The anatomical classification of hip fractures includes neck of femur fracture, intertrochanteric fracture and subtrochanteric fracture. The neck of femur fracture is termed intracapsular, while intertrochanteric and subtrochanteric fractures are termed extracapsular fractures.4 When one delves deeper into the causes of hip fractures, one finds that almost 95% relate to fall, 2% are due to road traffic accidents (RTAs) and <2% are pathological fractures consequent of a metabolic disease.5 Hip fractures are associated with advancing age, increased number of comorbid conditions, such as hypertension (HTN), uncontrolled diabetes, urinary tract infection (UTI) and other causes, and increased dependency on others when performing activities of daily life. The usual patient classically presents with hip pain, inability to bear weight, shortening of the limb and an externally rotated foot.6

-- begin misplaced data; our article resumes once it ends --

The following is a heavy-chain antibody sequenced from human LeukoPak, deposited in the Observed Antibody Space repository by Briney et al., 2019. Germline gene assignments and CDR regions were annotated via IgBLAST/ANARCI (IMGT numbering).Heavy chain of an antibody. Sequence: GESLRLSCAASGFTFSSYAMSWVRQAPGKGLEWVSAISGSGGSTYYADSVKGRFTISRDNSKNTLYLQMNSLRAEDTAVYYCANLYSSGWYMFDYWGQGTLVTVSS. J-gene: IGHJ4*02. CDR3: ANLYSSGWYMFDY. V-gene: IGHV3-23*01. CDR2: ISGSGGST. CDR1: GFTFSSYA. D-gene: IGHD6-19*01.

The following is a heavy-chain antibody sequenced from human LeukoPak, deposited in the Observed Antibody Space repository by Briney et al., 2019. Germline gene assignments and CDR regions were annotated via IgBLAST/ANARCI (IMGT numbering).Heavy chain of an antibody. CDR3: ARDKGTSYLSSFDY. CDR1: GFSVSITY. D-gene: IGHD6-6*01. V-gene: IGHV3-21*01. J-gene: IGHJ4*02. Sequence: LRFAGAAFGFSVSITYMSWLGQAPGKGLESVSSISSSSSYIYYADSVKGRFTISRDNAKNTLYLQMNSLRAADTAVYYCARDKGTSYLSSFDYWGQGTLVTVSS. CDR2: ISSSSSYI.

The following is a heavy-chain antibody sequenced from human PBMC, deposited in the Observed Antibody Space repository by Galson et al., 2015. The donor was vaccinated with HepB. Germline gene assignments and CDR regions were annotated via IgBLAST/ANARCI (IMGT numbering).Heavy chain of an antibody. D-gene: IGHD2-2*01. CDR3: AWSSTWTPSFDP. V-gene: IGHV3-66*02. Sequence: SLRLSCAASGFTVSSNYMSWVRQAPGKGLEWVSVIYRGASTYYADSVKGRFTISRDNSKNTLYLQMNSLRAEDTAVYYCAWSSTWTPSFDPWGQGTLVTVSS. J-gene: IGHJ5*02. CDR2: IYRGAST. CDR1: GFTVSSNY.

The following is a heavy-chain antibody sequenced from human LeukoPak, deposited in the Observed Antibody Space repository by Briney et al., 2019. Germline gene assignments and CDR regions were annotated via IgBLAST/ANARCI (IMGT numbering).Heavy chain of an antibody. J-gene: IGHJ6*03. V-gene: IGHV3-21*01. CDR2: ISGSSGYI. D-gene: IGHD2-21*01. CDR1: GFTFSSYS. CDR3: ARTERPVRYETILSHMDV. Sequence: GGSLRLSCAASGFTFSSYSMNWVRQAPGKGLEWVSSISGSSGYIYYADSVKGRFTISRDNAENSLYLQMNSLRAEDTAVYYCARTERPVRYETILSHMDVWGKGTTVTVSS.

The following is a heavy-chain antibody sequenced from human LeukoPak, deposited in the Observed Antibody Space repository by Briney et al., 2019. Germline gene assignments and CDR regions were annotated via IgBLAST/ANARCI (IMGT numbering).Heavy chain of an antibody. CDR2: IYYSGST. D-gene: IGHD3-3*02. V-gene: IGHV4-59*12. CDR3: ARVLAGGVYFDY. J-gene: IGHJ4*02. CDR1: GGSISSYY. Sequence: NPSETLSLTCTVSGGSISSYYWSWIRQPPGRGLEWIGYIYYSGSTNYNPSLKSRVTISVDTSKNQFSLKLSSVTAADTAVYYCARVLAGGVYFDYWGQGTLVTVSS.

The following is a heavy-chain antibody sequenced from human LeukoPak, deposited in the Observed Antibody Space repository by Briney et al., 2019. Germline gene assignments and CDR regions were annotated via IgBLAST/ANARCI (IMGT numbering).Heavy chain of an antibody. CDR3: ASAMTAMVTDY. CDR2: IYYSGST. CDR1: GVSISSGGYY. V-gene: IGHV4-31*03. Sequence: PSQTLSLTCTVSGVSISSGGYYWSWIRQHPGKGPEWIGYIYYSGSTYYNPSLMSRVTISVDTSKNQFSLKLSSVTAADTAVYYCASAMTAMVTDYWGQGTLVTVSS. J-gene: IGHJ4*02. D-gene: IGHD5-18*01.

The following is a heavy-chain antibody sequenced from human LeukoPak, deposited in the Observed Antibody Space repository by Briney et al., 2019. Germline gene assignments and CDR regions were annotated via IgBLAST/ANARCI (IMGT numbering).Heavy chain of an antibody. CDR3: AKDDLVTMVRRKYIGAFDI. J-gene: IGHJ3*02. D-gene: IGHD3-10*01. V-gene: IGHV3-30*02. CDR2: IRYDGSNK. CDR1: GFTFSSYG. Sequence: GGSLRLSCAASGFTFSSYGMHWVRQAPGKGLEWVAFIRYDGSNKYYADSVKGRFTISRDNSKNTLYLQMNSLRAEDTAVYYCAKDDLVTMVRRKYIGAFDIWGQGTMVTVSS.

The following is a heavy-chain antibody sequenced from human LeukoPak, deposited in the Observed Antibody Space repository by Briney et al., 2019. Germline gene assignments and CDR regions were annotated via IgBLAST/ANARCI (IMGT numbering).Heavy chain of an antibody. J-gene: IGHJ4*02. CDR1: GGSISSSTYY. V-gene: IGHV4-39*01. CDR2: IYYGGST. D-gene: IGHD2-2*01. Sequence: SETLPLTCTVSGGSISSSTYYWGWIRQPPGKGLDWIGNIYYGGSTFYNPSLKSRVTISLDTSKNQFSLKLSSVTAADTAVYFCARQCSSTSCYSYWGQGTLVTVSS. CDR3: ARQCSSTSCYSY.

Given the predominant age group that hip fractures occur in, they are understandably associated with significant morbidity, mortality and disability. It has been found that hip fractures in the elderlyhaving dementia are associated with 5% inpatient mortality and 10% mortality within 30% days of hospital admission.7 The time lag between the fracture and obtaining surgery is a crucial factor affecting the overall prognosis of the patient. According to the National Institute for Health and Clinical Excellence (NHS) guidelines for the management of hip fracture, it is recommended that surgery should be ideally performed on the day of admission or the day after admission. Comorbidities should be identified immediately so that surgery is not delayed beyond 48 hours.8